To use an analogy that I think he would have liked, Franklin was a kind of Jackie Robinson among U.S. historians, the first in so many areas to break down barriers of segregation and discrimination. There were other—and in one important instance—greater African American intellectuals and scholars (Du Bois), as there had been greater baseball players in the Negro leagues than Robinson, but they did not gain the access Franklin gained to the “mainstream” scholarship, government, and mass media.

Like Robinson, Franklin faced and prevailed over countless indignities and showed that scholarship—like sports teams— and society as a whole—would be better and more productive for all when there was integration and inclusion.

The honors mounted over the years—membership on presidential commissions, a research center named after him at Duke University where he spent his final years before formal retirement and then continued to be active as Professor Emeritus. But Franklin was never a token for a conservative or “liberal” establishment. He continued to write and lecture for the rest of his life, to seek to educate Americans and people everywhere on the history of African Americans and all other Americans, a history that he struggled to see fully merged through racial equality.

Franklin died on March 25, 2009, five months after witnessing the election of Barack Obama, whom he endorsed, to the presidency. Had he lived longer, Franklin would have written and spoken against the Tea Party Republicans who declared war on the Obama administration, and used his knowledge to expose and condemn their and Donald Trump’s monstrous distortions of history as a cover for their assault on civil rights and civil liberties.

In his last years, Franklin strongly supported investigations by the state of Oklahoma into the 1921 “Tulsa Race Massacre,” as the atrocity is now known. In 2010, a year after his death, a park commemorating the horror of the massacre in Tulsa was established and named “John Hope Reconciliation Park,” although real reconciliation will only be possible with the eradication of systemic racism though the U.S.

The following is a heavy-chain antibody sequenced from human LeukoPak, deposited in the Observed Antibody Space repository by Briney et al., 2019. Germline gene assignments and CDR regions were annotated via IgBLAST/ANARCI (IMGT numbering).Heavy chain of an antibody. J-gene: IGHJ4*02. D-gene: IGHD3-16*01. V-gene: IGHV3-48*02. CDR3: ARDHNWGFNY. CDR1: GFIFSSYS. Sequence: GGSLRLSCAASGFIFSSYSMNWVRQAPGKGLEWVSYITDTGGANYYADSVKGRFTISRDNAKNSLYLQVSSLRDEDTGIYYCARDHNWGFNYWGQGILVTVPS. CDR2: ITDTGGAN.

The finest tribute to John Hope Franklin would be to continue that fight against systemic racism at both its economic foundation and its ideological expression and to read his accessible and insightful works of history. Americans of all ethnicities will learn much about both African Americans and themselves.


1. Buck Franklin’s previously unknown written eyewitness account of the massacre, a 10-page typewritten manuscript, was discovered and subsequently obtained by the Smithsonian’s National Museum of African American History and Culture.


Recommended books

From Slavery to Freedom: A History of African Americans. 1st ed. New York: A. A. Knopf, 1947. Last update with Evelyn Brooks Higginbotham, 9th ed. McGraw-Hill Education, 2010.

Reconstruction after the Civil War. Chicago: University of Chicago Press, 1961. An early answer to the pro-Southern treatment of Reconstruction.

The Negro in Twentieth-Century America: A Reader on the Struggle for Civil Rights. By Franklin and Isadore Starr, New York: Vintage Books, 1967.

Color and Race. Boston: Houghton Mifflin, 1968.

Racial Equality in America. Chicago: University of Chicago Press, 1976. A significant historical analysis as the Civil Rights movement began to recede in the midst of the new stagflation economy.

Race and History: Selected Essays 1938–1988. Baton Rouge: Louisiana State University Press, 1989. Half a century of Franklin’s essays on African Americans and their place in history.

The Color Line: Legacy for the Twenty-First Century. Columbia: University of Missouri Press, 1991. A significant work and warning about the persistence of racism and the need to understand it and eradicate it at the dawn of the 20th century.

My Life and an Era: The Autobiography of Buck Colbert Franklin. Edited by John Hope Franklin and John Whittington Franklin, Baton Rouge: Louisiana State University Press, 1997, 2000. Autobiography of Franklin’s father.

Mirror to America: The Autobiography of John Hope Franklin. Farrar, Straus & Giroux, 2005.

Image:  Wikipedia (public domain).